The first mouthfuls of galette des rois at Epiphany (6 January) are exquisite. But by the time it’s still being wheeled out (stale) at the end of January, I’ve had enough! I like plants in season, too: so let nurserymen stop breeding for ‘year-round colour’ and allow each season to sing its own song.
The little Japanese apricot, Prunus mume ‘Beni-Chidori’, starts blooming around the same time as the galette is going stale – and is just as delightful in the anticipation, with its reddish-pink, slightly almond-scented flowers. On reflection, it would probably adapt well to cultivation in a greenhouse pot to ensure January flowers.
Prunus subhirtella ‘Autumnalis’ is likely to have been in flower since November, even in the open garden. I think what makes these two so special is the vision of the delicate blossoms floating against a dark background, something to bear in mind when planting. And then there are the waxy yellow flowers of Chimonanthus praecox, or wintersweet. Have you ever noticed how many winter flowers are incredibly sweetly scented to attract the occasional brave pollinator?
Chimonanthus is slow-growing, so you need to plan it in at the beginning of your gardening life in a new home. In the north of France it will be best planted against a wall to protect the blossoms from frost. That is, of course, the only catch with winter flowers.
The witch hazels, Hamamelis, are to die for, in terms of scent – the farther south your garden the more you are likely to be able to enjoy their blossoms, also damaged by frost. If you have the space and inclination, nothing could be finer in January than a little witch hazel woodland. My favourites among the many are pale yellow ‘Pallida’, bronzey-red ‘Jelena’ and deep red ‘Diane’. Beware bullfinches, however – witch hazel buds are their favourite food.
The Cornelian cherry, Cornus mas, deserves more kudos. The tiny yellow flowers are insignificant, belying the powerful scent they will waft your way in January. It is much more tolerant of position and soil than are the witch hazels, which do best in slightly acid conditions. Often planted in a shady spot, they give a much better crop of berries in an open, sunny position – and they make delicious jam and jelly.
Two scented, winter-flowering honeysuckles, Lonicera fragrantissima and Lonicera x purpusii, are just as easy to please, although fairly ugly for most of the year, so not for a prime position. Another ‘wafter’ for a less prominent position is Viburnum x bodnantense. I am growing the form ‘Charles Lamont’ and, although I struggle to establish things on the heavy clay of my garden, it has really got its toes in now and I am anticipating a good show of flowers in January 2018, following a 2015 planting.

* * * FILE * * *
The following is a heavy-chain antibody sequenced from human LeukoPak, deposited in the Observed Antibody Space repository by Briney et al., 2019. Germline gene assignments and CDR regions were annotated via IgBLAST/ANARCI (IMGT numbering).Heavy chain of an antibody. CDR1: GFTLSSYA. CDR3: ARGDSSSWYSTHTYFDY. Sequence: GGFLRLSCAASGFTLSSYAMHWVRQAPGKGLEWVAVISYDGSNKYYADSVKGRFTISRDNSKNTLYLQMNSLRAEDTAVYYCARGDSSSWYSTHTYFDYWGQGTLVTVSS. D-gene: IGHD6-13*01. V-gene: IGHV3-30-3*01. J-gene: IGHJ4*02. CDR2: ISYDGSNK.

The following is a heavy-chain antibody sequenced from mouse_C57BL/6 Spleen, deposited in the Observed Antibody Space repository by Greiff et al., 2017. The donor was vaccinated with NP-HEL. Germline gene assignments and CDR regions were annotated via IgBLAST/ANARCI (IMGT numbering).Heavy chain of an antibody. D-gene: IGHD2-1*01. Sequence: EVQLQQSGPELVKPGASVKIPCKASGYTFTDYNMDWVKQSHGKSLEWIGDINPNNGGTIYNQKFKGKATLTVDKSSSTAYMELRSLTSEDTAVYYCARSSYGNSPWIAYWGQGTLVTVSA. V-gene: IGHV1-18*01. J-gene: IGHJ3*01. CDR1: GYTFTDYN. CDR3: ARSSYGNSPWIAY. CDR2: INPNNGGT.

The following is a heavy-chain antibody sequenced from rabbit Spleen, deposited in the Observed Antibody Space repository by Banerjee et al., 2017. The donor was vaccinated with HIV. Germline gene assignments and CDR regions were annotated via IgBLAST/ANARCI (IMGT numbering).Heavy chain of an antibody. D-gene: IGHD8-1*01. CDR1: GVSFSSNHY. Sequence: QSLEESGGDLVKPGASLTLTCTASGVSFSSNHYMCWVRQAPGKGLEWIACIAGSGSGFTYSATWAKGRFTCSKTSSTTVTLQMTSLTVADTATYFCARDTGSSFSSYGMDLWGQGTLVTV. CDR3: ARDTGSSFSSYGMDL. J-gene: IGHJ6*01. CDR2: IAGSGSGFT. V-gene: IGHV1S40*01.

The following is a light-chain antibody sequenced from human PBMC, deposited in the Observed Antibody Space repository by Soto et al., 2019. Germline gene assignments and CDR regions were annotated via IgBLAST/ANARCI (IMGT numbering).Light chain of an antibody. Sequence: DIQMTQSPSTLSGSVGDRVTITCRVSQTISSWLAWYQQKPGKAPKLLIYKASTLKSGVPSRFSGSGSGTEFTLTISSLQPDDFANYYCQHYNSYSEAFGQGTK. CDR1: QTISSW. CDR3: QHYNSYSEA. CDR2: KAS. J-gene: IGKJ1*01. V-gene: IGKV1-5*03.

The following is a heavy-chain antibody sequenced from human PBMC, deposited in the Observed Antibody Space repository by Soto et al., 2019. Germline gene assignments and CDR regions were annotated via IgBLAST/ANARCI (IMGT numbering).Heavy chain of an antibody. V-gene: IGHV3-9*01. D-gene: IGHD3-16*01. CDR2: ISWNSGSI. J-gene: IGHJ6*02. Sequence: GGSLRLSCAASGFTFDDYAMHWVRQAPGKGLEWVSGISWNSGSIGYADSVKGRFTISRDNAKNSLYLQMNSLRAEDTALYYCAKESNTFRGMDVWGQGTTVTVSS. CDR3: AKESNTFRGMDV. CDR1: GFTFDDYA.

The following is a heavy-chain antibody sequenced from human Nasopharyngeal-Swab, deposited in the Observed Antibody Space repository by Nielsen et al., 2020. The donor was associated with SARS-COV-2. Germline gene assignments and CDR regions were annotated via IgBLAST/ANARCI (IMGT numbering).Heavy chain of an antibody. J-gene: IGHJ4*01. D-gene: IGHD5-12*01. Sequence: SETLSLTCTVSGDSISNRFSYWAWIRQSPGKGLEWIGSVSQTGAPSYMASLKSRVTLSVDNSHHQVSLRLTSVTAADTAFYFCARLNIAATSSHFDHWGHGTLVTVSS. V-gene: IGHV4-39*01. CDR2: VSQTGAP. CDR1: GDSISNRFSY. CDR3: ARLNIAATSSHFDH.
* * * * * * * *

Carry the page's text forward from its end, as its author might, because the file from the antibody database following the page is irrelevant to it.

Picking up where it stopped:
Do not ignore Sarcococca (sweet box), especially S. confusa: small, amazingly tolerant little shrubs. In January they come into their own, with sweetly scented, tiny white flowers.
I am hoping you have a corner where you are currently enjoying bright red- and yellow-stemmed dogwoods, perhaps with a groundcover of winter aconite (Eranthis hyemalis) and hellebores. H. niger, the ‘Christmas rose’, makes a good cut flower, but you probably need a cloche to protect its pristine white flowers from rain-splashed soil.
It is worth getting a little adventurous with hellebores. I have grown Helleborus x sternii from seed, sown very early in the year with a cold treatment in the fridge, then brought out into the warmth. The combined effect of superb pewter to green foliage and short-stemmed pinky-green flowers is special, although sadly it is unscented. Good for sun and heat, as much as shade.
Closer to soil level is tiny Iris histrioides. You may never have realised that it is scented, however. This September, plant some bulbs in a pot for forcing – then bring them into the house at the last minute before they flower and begin to believe. It is the sweetest thing imaginable from something so tiny. ‘George’ is a deep purple form, while ‘Major’ is a perennial favourite in dark blue. In the open garden they have to be planted fairly deeply, further down than the usual rule of 2x the height of the bulb, otherwise they will break up and refuse to flower again.
If you have not planned the garden to cheer yourself in January, pick up a notebook and start noticing what is happening around you right now… and get ready to get practical in February!
I grow forsythia simply for cutting stems and January forcing in the warmth. You could do the same with the branches of any early-flowering tree, like the Prunus mume ‘Ben-Chidori’ mentioned above.
Cut the old foliage away from Helleborus niger and H. orientalis. Not only does this reduce the incidence of black spot (a fungal disease), it also allows you to enjoy the flowers better.
Finally – get those apples, pears, blackcurrants, redcurrants and gooseberries pruned now, but leave the sweet cherries and plums until spring and summer to avoid risk of fungal infection.
OVER TO YOU
What is your favourite image of the garden in January? Let me know by email what you are enjoying right now, preferably with a photo. And I have had some positive feedback with regard to a seed distribution scheme – I am currently deciding how to set this up, with myself as administer. Would you be prepared to save seed from summer 2018? Email me at firstname.lastname@example.org.
Read Cathy’s blog at gardendreamingatchatillon.wordpress.com